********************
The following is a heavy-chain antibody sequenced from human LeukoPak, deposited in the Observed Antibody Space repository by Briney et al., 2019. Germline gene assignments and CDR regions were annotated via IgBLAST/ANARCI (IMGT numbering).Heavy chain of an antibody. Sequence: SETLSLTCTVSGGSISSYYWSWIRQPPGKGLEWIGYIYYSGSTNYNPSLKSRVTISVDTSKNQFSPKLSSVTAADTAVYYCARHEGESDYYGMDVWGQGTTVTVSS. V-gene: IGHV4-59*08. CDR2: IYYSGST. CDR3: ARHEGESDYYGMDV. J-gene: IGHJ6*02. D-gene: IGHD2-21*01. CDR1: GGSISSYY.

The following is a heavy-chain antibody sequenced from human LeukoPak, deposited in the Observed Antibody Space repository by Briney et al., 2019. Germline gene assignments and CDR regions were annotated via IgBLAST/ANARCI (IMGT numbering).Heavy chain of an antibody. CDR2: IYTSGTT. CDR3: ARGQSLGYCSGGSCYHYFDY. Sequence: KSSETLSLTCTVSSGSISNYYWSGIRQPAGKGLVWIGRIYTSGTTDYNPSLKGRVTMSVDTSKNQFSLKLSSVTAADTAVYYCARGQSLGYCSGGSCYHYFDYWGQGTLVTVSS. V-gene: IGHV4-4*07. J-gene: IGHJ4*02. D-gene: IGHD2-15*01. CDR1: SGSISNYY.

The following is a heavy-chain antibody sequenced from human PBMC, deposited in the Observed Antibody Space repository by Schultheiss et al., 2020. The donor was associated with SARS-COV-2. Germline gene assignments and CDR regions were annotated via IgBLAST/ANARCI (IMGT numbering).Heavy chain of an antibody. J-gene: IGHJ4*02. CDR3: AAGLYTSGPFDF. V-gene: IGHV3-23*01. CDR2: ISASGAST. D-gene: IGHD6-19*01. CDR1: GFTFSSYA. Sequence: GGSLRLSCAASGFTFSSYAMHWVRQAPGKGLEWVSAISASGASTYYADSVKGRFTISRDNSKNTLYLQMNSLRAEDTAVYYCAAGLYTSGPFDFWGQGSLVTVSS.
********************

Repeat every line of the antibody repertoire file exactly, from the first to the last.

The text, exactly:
The following is a heavy-chain antibody sequenced from human LeukoPak, deposited in the Observed Antibody Space repository by Briney et al., 2019. Germline gene assignments and CDR regions were annotated via IgBLAST/ANARCI (IMGT numbering).Heavy chain of an antibody. Sequence: SETLSLTCTVSGGSISSYYWSWIRQPPGKGLEWIGYIYYSGSTNYNPSLKSRVTISVDTSKNQFSPKLSSVTAADTAVYYCARHEGESDYYGMDVWGQGTTVTVSS. V-gene: IGHV4-59*08. CDR2: IYYSGST. CDR3: ARHEGESDYYGMDV. J-gene: IGHJ6*02. D-gene: IGHD2-21*01. CDR1: GGSISSYY.

The following is a heavy-chain antibody sequenced from human LeukoPak, deposited in the Observed Antibody Space repository by Briney et al., 2019. Germline gene assignments and CDR regions were annotated via IgBLAST/ANARCI (IMGT numbering).Heavy chain of an antibody. CDR2: IYTSGTT. CDR3: ARGQSLGYCSGGSCYHYFDY. Sequence: KSSETLSLTCTVSSGSISNYYWSGIRQPAGKGLVWIGRIYTSGTTDYNPSLKGRVTMSVDTSKNQFSLKLSSVTAADTAVYYCARGQSLGYCSGGSCYHYFDYWGQGTLVTVSS. V-gene: IGHV4-4*07. J-gene: IGHJ4*02. D-gene: IGHD2-15*01. CDR1: SGSISNYY.

The following is a heavy-chain antibody sequenced from human PBMC, deposited in the Observed Antibody Space repository by Schultheiss et al., 2020. The donor was associated with SARS-COV-2. Germline gene assignments and CDR regions were annotated via IgBLAST/ANARCI (IMGT numbering).Heavy chain of an antibody. J-gene: IGHJ4*02. CDR3: AAGLYTSGPFDF. V-gene: IGHV3-23*01. CDR2: ISASGAST. D-gene: IGHD6-19*01. CDR1: GFTFSSYA. Sequence: GGSLRLSCAASGFTFSSYAMHWVRQAPGKGLEWVSAISASGASTYYADSVKGRFTISRDNSKNTLYLQMNSLRAEDTAVYYCAAGLYTSGPFDFWGQGSLVTVSS.